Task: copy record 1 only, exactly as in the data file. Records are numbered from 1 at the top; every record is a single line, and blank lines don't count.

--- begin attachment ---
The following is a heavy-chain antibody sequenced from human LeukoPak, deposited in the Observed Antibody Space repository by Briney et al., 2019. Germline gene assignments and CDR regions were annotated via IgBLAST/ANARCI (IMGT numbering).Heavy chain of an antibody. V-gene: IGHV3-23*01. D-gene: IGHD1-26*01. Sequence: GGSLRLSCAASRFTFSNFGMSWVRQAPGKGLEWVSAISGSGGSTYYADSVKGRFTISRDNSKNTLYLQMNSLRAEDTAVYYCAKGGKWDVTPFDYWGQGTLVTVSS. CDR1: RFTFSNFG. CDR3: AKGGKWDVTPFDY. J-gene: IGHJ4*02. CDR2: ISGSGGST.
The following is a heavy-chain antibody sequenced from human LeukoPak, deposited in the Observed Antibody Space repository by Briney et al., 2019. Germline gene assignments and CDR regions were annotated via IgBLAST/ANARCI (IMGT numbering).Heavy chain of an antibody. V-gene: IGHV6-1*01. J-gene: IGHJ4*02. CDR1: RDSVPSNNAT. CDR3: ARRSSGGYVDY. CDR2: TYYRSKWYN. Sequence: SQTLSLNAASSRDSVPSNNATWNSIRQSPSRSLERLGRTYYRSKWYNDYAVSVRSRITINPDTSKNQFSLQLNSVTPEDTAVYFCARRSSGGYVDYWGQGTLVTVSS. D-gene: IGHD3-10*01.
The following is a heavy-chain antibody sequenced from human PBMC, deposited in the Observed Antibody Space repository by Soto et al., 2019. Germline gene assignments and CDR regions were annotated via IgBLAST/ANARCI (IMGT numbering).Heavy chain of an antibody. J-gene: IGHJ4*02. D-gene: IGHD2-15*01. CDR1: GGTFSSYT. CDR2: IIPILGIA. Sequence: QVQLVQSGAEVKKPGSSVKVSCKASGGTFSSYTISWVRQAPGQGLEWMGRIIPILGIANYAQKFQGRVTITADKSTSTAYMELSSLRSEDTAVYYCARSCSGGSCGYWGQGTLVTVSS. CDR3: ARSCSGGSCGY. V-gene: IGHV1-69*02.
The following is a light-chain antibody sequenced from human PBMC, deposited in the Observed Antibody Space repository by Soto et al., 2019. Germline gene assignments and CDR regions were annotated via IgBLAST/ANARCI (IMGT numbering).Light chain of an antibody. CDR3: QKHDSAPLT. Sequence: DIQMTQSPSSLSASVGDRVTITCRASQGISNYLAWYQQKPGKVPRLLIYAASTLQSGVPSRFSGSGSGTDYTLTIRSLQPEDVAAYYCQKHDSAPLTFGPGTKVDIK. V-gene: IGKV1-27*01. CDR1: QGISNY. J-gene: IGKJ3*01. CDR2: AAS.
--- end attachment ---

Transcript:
The following is a heavy-chain antibody sequenced from human LeukoPak, deposited in the Observed Antibody Space repository by Briney et al., 2019. Germline gene assignments and CDR regions were annotated via IgBLAST/ANARCI (IMGT numbering).Heavy chain of an antibody. V-gene: IGHV3-23*01. D-gene: IGHD1-26*01. Sequence: GGSLRLSCAASRFTFSNFGMSWVRQAPGKGLEWVSAISGSGGSTYYADSVKGRFTISRDNSKNTLYLQMNSLRAEDTAVYYCAKGGKWDVTPFDYWGQGTLVTVSS. CDR1: RFTFSNFG. CDR3: AKGGKWDVTPFDY. J-gene: IGHJ4*02. CDR2: ISGSGGST.